An important provision of the NLI program is a recruiting prohibition applied after a prospective student-athlete signs the NLI. This prohibition requires member institutions to cease recruiting prospective student-athletes once an NLI is signed with another institution.

Learn more about the National Letter of Intent at

Verbal Commitment

A verbal commitment is an informal agreement between a student-athlete and a college program. This commitment is not binding, meaning that either party can change their mind at any time. Essentially, you are telling the college that you plan to attend and play for their team, but you are not legally obligated to do so. Verbal commitments are often made by student-athletes who are not yet ready to sign an NLI.

Until the athlete signs an NLI, the recruitment process is still open.

A verbal commitment agreement can be made anytime and without any restrictions. A student-athlete can make a verbal commitment regardless of grade year.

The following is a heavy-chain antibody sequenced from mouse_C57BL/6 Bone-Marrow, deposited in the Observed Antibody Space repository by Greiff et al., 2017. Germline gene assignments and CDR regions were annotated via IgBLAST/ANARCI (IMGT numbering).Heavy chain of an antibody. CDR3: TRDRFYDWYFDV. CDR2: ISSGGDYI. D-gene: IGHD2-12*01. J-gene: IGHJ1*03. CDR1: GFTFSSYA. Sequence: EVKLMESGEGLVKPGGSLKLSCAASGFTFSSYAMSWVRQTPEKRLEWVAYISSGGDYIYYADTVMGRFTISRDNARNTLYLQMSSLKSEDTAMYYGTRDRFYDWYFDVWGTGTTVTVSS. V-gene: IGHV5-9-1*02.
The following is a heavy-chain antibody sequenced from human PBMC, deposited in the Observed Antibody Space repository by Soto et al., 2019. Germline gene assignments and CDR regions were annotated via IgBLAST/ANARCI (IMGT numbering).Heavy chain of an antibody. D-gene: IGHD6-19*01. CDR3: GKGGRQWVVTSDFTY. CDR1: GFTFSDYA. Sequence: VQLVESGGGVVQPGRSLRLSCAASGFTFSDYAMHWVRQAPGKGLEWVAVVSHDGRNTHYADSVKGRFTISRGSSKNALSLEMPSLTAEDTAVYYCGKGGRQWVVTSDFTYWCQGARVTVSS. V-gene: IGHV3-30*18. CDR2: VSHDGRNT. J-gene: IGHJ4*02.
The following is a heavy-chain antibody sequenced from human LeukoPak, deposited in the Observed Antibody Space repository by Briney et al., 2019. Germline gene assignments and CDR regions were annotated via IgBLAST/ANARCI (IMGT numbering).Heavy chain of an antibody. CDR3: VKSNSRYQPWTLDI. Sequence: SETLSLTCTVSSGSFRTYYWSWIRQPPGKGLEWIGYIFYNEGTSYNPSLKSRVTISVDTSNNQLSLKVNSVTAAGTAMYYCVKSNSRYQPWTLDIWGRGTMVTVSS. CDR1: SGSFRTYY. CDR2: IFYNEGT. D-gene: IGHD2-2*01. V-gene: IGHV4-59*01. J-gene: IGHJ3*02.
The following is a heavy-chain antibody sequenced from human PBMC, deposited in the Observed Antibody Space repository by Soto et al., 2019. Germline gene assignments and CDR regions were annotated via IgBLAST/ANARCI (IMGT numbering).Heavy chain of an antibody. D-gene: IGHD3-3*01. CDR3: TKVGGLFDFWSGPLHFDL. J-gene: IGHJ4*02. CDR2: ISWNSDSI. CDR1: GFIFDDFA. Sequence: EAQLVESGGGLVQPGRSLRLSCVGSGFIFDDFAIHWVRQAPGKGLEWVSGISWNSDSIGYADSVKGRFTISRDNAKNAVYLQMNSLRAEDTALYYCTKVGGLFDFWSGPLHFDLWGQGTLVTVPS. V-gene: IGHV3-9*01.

Although a verbal commitment is non-binding, it should still be taken seriously. Communicating clearly with the college coach and keeping them updated on your decision-making process is essential. A verbal commitment also shows other coaches that you are off the market, so it's important to honor your word and not make multiple verbal commitments.

While a verbal commitment is viewed as a gentleman's agreement and relies on trust between both parties, an NLI is a legally enforceable contract that officially ends the recruiting process.

Walk On

Finally, there is the walk-on option. This is when a student-athlete decides to attend a college and try out for the team without the guarantee of an athletic scholarship. Walk-on players may or may not be recruited by the college, but they are welcome to try out for the team.